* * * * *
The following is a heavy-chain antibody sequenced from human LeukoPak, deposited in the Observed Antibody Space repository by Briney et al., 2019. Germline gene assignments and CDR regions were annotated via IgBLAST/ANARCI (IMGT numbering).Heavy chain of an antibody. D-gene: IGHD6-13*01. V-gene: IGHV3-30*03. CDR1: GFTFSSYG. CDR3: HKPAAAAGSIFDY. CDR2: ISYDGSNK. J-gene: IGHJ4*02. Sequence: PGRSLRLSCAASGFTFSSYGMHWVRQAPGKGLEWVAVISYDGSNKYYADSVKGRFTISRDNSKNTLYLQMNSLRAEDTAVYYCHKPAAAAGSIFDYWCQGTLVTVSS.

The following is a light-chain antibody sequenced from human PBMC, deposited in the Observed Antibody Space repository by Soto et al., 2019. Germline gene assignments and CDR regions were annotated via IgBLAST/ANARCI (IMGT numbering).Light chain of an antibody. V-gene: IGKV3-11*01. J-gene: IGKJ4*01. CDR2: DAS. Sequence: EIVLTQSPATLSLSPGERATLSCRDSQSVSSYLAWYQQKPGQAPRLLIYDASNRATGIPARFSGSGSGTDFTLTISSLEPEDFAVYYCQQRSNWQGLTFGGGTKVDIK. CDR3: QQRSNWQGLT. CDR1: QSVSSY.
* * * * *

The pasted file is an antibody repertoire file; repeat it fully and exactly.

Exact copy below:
The following is a heavy-chain antibody sequenced from human LeukoPak, deposited in the Observed Antibody Space repository by Briney et al., 2019. Germline gene assignments and CDR regions were annotated via IgBLAST/ANARCI (IMGT numbering).Heavy chain of an antibody. D-gene: IGHD6-13*01. V-gene: IGHV3-30*03. CDR1: GFTFSSYG. CDR3: HKPAAAAGSIFDY. CDR2: ISYDGSNK. J-gene: IGHJ4*02. Sequence: PGRSLRLSCAASGFTFSSYGMHWVRQAPGKGLEWVAVISYDGSNKYYADSVKGRFTISRDNSKNTLYLQMNSLRAEDTAVYYCHKPAAAAGSIFDYWCQGTLVTVSS.

The following is a light-chain antibody sequenced from human PBMC, deposited in the Observed Antibody Space repository by Soto et al., 2019. Germline gene assignments and CDR regions were annotated via IgBLAST/ANARCI (IMGT numbering).Light chain of an antibody. V-gene: IGKV3-11*01. J-gene: IGKJ4*01. CDR2: DAS. Sequence: EIVLTQSPATLSLSPGERATLSCRDSQSVSSYLAWYQQKPGQAPRLLIYDASNRATGIPARFSGSGSGTDFTLTISSLEPEDFAVYYCQQRSNWQGLTFGGGTKVDIK. CDR3: QQRSNWQGLT. CDR1: QSVSSY.